Korean Lawmaker Calls for Consumer Protection in Cryptocurrency Bill

A revision to domestic law in South Korea could soon set the stage for the nascent cryptocurrency industry to be regulated.

AccessTimeIconJul 18, 2017 at 4:15 p.m. UTC
Updated Sep 11, 2021 at 1:32 p.m. UTC
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South Korea's national legislature was the site of a public hearing on Tuesday in which recently proposed cryptocurrency regulation saw new discussion.

According to local media reportsKorean lawmaker Park Yong-jin used the forum, over which he presided, to call for consumer protections to be added to the bill. Aimed at laying the groundwork for regulation in South Korea, the public hearing comes two weeks after Park first unveiled the plan, which would capture cryptocurrencies such as bitcoin and ether.

Panelists in the hearing includes lawyers, professors, an official from South Korea's top financial regulator (the Financial Services Commission), as well as a victim of a cryptocurrency-related Ponzi scam.

As such, much of the focus of the talk was on strengthening consumer protections for industry startups and technologists.

Park, in particular, voiced concerns that trader protection is a difficult task without a legal basis, stating:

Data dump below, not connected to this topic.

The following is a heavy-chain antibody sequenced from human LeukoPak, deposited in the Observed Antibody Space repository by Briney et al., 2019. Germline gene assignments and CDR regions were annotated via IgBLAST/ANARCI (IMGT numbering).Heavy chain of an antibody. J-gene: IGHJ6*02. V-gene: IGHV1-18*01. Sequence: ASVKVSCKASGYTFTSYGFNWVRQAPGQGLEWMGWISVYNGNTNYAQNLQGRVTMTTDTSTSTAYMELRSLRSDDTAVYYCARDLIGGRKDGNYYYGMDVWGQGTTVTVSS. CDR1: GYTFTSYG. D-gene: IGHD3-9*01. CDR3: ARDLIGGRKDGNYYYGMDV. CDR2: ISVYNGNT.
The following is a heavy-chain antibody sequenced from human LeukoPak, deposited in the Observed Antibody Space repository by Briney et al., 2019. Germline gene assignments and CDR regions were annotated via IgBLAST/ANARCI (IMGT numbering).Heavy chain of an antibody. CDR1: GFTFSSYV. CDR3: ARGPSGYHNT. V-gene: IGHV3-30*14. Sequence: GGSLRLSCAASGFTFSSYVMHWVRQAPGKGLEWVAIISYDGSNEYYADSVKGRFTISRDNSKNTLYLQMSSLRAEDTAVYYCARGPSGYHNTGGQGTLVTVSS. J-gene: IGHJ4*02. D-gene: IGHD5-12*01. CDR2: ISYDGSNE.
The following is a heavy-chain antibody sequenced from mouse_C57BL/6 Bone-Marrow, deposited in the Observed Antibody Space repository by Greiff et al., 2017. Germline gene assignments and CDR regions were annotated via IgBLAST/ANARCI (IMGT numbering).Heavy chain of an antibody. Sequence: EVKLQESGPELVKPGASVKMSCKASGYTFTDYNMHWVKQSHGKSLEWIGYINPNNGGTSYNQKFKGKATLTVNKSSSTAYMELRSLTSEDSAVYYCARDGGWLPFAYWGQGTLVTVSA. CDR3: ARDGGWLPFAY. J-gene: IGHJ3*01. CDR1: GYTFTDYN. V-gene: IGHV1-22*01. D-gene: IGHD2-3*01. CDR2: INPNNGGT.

"Without a legal framework, we can neither regulate, nurture, nor support the cryptocurrency-related industries. Also, the legal vacuum prevents those who committed virtual currency-related crimes from being punished."

Still, there were positive remarks as well. Jung Sun-seop, a professor of law at Seoul National University and director of its Center for Financial Law, argued that the law should legalize cryptocurrencies as a means of payment.

Lee Dae-ki, a researcher at the Korea Institute of Finance, argued that the trading and brokering of cryptocurrency should be regulated prior to the currency itself, due to their potential for criminal abuse.

Likewise, Chae Won-hee, a representative of a group of Ponzi scheme victims, said the punishment on cryptocurrency-related criminals should be toughened to prevent financial scams.

Kim Yeon-june, representing the FSC, said the government had yet to decide whether a cryptocurrency should be brought under financial regulations.


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